FIGURE 3.5. (See Color Insert) Conditioned modulation of approach behaviour by aversive stimulation.

FIGURE 3.5

(See Color Insert) Conditioned modulation of approach behaviour by aversive stimulation. Rats were placed in a cage with a grid floor and shocked, and alternately into a discriminable cage and not shocked. On the next 2 days the rats were given a total of 10 training trials in a Y-maze. On each trial one arm was blocked and the rats were forced to run to the other arm. They ran to the food and no-food arms five times each; the last run was always to the food arm. After a 5 min delay, the rats in the experimental group were placed into the shock cage without receiving shock (the conditioned context) for 10 min. The rats in the control group were placed into the no-shock context. Another group of each type was placed into the contexts after a 2 hr delay. Then next day all rats were given a Y-maze test with no barriers or food on the maze in order to compare their memory for the location of the food. The rats in the 5 min delay group that had been exposed to the conditioned context made significantly more correct responses than the rats that had been placed into the control context. Context placement had no effect in the 2 hr delay group. See text for discussion of how this finding demonstrates post-training modulation by a conditioned reinforcer (instead of a reinforcer) and how it shows that modulation does not depend on the affective properties of the post-training treatment. (Results based on Holahan, M. R., White, N. M, Behavioral Neuroscience 118, 24, 2004.)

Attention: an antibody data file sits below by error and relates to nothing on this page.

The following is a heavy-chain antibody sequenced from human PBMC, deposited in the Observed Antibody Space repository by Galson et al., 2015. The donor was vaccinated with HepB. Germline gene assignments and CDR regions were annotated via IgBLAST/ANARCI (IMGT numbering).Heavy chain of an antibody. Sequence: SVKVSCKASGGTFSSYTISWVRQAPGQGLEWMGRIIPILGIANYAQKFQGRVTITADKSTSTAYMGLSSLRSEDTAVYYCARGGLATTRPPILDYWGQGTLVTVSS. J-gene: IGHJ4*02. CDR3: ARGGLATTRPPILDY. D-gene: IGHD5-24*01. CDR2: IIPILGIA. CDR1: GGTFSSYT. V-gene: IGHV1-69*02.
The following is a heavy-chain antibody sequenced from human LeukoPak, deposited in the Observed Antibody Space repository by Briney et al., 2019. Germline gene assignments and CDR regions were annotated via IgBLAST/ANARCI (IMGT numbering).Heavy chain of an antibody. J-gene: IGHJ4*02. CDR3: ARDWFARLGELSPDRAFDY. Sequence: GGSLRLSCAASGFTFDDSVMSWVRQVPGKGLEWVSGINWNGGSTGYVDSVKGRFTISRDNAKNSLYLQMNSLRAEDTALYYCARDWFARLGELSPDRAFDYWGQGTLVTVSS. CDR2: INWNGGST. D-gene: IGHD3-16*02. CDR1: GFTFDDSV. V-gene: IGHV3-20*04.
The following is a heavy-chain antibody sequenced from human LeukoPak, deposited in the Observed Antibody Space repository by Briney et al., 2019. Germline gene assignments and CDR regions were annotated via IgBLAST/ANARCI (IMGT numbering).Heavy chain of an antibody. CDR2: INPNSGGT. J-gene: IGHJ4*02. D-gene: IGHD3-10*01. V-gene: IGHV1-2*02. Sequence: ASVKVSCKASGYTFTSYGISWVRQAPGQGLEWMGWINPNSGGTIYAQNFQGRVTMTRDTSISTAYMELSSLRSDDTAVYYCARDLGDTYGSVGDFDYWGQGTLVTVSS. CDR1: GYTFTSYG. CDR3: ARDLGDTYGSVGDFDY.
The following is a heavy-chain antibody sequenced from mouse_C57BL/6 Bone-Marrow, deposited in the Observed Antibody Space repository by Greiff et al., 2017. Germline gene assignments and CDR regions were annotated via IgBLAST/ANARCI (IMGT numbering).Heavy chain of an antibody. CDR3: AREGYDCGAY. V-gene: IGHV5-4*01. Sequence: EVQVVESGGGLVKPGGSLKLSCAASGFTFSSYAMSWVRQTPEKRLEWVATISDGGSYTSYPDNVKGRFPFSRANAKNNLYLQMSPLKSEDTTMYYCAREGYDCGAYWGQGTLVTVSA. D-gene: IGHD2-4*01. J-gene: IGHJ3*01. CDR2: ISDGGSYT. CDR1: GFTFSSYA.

From: Chapter 3, Reward: What Is It? How Can It Be Inferred from Behavior?

Cover of Neurobiology of Sensation and Reward
Neurobiology of Sensation and Reward.
Gottfried JA, editor.
Boca Raton (FL): CRC Press/Taylor & Francis; 2011.
Copyright © 2011 by Taylor and Francis Group, LLC.

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